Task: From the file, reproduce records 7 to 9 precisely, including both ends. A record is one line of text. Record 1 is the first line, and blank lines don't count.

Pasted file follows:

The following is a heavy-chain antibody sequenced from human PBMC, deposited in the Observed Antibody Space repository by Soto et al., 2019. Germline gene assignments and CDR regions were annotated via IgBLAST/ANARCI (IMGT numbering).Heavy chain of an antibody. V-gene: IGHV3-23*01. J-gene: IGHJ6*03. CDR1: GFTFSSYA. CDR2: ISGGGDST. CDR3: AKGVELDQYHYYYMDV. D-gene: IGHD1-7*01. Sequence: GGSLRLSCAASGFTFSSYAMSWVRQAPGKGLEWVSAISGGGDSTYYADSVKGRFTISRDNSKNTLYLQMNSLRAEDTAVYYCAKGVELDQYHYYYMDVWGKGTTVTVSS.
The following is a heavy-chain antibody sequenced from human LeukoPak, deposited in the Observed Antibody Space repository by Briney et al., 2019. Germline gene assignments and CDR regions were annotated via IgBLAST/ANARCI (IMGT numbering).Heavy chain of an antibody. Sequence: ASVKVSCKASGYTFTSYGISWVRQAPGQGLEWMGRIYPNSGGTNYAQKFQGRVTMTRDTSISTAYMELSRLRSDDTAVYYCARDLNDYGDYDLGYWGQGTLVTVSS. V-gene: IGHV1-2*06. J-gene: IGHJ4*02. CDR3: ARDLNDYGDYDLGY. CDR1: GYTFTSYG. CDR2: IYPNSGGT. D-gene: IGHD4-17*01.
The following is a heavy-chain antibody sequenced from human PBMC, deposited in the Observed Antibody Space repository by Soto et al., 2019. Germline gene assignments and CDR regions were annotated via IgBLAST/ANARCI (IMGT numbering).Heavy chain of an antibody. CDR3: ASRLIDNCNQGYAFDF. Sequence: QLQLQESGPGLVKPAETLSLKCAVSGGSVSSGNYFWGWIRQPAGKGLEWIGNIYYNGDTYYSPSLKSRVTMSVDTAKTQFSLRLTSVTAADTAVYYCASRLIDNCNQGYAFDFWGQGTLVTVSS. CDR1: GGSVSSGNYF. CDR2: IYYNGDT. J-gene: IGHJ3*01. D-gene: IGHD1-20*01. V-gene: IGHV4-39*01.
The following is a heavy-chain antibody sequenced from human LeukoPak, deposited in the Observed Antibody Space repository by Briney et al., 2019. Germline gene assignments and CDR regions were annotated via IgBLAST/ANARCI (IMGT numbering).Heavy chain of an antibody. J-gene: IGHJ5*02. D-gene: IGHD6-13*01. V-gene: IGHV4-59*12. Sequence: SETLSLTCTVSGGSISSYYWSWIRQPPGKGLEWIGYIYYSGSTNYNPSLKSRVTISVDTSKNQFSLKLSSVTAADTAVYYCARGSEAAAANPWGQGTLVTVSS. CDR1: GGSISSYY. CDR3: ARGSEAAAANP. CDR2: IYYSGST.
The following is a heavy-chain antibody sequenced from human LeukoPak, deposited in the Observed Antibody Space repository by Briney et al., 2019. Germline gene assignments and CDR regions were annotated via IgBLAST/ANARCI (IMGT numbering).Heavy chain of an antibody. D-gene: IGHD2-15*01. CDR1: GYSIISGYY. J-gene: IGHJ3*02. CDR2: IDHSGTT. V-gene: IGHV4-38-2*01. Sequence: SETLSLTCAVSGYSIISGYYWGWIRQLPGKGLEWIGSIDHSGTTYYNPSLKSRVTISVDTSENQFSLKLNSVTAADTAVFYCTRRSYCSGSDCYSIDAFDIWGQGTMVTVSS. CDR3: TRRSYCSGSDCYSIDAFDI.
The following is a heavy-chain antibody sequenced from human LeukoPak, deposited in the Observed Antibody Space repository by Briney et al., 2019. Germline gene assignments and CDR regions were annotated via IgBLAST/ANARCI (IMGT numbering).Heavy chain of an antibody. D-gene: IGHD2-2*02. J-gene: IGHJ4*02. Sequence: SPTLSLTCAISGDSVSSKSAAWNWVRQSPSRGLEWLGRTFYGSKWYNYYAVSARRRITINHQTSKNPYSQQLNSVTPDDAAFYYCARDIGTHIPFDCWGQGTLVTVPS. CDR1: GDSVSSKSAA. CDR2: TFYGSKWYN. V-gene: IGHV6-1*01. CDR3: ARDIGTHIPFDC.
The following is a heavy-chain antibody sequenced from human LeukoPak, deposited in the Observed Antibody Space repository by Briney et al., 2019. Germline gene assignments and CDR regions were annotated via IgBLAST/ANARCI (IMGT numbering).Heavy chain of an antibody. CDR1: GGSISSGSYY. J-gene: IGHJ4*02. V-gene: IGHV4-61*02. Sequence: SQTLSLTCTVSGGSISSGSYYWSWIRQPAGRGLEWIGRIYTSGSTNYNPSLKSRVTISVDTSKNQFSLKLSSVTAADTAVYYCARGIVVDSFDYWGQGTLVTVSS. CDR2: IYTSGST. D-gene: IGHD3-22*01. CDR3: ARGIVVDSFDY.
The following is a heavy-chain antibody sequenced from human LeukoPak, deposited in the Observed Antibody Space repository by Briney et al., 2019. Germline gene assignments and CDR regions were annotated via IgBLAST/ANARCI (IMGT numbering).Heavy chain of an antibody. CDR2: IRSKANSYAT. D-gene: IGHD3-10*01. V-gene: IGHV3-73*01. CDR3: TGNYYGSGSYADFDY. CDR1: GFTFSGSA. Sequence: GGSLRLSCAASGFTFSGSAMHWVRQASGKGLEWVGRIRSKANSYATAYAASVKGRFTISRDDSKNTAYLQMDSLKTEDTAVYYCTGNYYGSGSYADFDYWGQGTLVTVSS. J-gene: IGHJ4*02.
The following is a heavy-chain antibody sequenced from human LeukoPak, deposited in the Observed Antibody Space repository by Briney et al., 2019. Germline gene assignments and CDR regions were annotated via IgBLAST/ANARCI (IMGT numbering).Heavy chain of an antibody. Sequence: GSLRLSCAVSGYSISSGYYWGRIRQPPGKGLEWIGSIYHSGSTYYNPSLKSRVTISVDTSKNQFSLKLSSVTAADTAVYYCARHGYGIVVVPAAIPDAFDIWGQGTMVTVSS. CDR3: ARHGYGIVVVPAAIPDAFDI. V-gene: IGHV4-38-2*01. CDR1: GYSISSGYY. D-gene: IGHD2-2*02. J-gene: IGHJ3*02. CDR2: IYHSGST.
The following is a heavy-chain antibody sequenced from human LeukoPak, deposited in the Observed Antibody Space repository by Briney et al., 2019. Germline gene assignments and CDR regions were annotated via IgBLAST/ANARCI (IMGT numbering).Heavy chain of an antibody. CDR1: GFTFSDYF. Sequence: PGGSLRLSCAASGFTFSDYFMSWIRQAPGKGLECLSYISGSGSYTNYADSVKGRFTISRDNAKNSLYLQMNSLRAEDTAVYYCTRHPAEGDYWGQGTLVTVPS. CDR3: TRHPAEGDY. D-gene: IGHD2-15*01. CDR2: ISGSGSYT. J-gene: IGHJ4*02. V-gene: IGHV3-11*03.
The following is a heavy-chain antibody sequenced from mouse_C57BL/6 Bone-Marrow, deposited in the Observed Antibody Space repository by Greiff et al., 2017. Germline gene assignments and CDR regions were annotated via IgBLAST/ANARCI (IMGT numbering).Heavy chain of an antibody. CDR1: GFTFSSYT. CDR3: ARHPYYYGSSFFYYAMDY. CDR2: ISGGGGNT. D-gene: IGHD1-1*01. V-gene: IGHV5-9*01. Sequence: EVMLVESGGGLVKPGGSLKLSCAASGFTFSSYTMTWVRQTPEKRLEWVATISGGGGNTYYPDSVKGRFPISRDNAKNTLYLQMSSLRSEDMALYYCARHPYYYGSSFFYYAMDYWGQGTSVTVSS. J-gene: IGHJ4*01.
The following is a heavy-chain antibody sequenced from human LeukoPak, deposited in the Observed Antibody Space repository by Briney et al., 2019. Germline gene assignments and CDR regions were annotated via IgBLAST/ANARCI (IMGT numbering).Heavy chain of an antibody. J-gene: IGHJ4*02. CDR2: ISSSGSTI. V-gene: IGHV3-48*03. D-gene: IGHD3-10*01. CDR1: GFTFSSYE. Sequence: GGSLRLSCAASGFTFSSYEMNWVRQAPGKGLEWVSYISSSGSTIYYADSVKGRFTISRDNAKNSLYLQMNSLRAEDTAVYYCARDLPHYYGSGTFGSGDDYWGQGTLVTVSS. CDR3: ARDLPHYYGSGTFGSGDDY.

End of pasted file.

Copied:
The following is a heavy-chain antibody sequenced from human LeukoPak, deposited in the Observed Antibody Space repository by Briney et al., 2019. Germline gene assignments and CDR regions were annotated via IgBLAST/ANARCI (IMGT numbering).Heavy chain of an antibody. CDR1: GGSISSGSYY. J-gene: IGHJ4*02. V-gene: IGHV4-61*02. Sequence: SQTLSLTCTVSGGSISSGSYYWSWIRQPAGRGLEWIGRIYTSGSTNYNPSLKSRVTISVDTSKNQFSLKLSSVTAADTAVYYCARGIVVDSFDYWGQGTLVTVSS. CDR2: IYTSGST. D-gene: IGHD3-22*01. CDR3: ARGIVVDSFDY.
The following is a heavy-chain antibody sequenced from human LeukoPak, deposited in the Observed Antibody Space repository by Briney et al., 2019. Germline gene assignments and CDR regions were annotated via IgBLAST/ANARCI (IMGT numbering).Heavy chain of an antibody. CDR2: IRSKANSYAT. D-gene: IGHD3-10*01. V-gene: IGHV3-73*01. CDR3: TGNYYGSGSYADFDY. CDR1: GFTFSGSA. Sequence: GGSLRLSCAASGFTFSGSAMHWVRQASGKGLEWVGRIRSKANSYATAYAASVKGRFTISRDDSKNTAYLQMDSLKTEDTAVYYCTGNYYGSGSYADFDYWGQGTLVTVSS. J-gene: IGHJ4*02.
The following is a heavy-chain antibody sequenced from human LeukoPak, deposited in the Observed Antibody Space repository by Briney et al., 2019. Germline gene assignments and CDR regions were annotated via IgBLAST/ANARCI (IMGT numbering).Heavy chain of an antibody. Sequence: GSLRLSCAVSGYSISSGYYWGRIRQPPGKGLEWIGSIYHSGSTYYNPSLKSRVTISVDTSKNQFSLKLSSVTAADTAVYYCARHGYGIVVVPAAIPDAFDIWGQGTMVTVSS. CDR3: ARHGYGIVVVPAAIPDAFDI. V-gene: IGHV4-38-2*01. CDR1: GYSISSGYY. D-gene: IGHD2-2*02. J-gene: IGHJ3*02. CDR2: IYHSGST.